Oscars® Honor a Community Garden

The Academy Awards® nominate a documentary film that looks at the tragedy of a once-verdant plot in South Central L.A.

It was the headline “Darryl Hannah’s Up a Tree” that first brought attention to the story behind filmmaker Scott Hamilton Kennedy’s Oscar-nominated documentary, The Garden. But the action of the environmentalist movie star—who protested the bulldozing of a 14-acre community garden in one of the most impoverished neighborhoods in L.A. by camping for three weeks in the upper branches of a walnut tree—was just the tabloid-ready short version of the saga. For more than ten years, South Central residents, many of them immigrants and most too poor to own land, helped feed their families by growing an astonishing variety of organic vegetables, fruits, and herbs in lovingly tended plots. The trouble began when the city upheld the claims to the vacant lot by a developer, Ralph Horowitz, who decided that the site would be better used for a warehouse than the country’s largest urban farm.

There’s a low-budget, homegrown quality to The Garden, which Kennedy began filming in 2002. But it’s all there. In 80 compact minutes, he manages to cover the history of the garden’s creation after the 1992 riots, the scheming local activists, the duplicity of local politicians, (among them Los Angeles mayor Antonio Villaraigosa who was unwilling to intervene in the dispute), and the divisions among the farmers themselves after the garden was threatened.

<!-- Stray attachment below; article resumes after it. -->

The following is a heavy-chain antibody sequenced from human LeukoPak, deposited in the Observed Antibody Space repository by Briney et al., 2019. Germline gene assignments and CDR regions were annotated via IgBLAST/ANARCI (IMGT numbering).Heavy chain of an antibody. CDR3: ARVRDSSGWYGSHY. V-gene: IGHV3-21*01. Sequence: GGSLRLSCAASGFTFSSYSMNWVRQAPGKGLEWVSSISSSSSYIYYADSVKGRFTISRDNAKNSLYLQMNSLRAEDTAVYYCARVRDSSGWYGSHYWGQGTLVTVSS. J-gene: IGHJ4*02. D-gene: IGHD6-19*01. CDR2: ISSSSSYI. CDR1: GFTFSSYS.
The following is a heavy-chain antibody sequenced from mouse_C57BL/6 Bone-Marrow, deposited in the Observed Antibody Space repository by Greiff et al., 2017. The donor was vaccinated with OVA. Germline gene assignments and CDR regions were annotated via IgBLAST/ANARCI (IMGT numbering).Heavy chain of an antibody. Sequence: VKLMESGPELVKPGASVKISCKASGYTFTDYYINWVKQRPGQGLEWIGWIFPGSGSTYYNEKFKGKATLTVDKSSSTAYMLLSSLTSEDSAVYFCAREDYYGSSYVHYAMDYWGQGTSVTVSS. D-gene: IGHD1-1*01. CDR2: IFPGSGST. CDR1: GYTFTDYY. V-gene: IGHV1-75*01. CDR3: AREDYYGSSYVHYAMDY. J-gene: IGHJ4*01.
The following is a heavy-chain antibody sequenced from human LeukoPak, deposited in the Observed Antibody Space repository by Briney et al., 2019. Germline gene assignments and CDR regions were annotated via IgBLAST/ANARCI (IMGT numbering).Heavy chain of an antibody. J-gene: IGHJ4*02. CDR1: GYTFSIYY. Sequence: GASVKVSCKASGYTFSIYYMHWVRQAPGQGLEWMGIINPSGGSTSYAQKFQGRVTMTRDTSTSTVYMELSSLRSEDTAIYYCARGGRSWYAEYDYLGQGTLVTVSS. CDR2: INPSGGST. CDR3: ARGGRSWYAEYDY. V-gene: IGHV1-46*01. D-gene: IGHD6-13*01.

I used to visit the lush field on the corner of 41st and Alameda repeatedly, always marveling at each farmer’s clever use of limited space, the ingenious planting methods, and the happy vibe that hung over the place. But you don’t need firsthand experience to be enraged and saddened at how The Garden ends: In June 2006, police showed up in riot gear, evicted the farmers, brought in heavy tractors, and flattened an almost majestic patch of green abundance in a community otherwise dominated by factories and railroad tracks. Since then, some of the farmers have re-planted their crops at a nearby lot beneath power lines, while others transformed 80 donated acres in Bakersfield (about a 90-minute drive from L.A.) into a money-making produce business. “Politicians are supposed to help the people they serve—the poorest and the wealthiest—as best they can,” Kennedy told me. To this day, he has two words to describe the failure to save the South Central garden: “Absolutely heartbreaking.”

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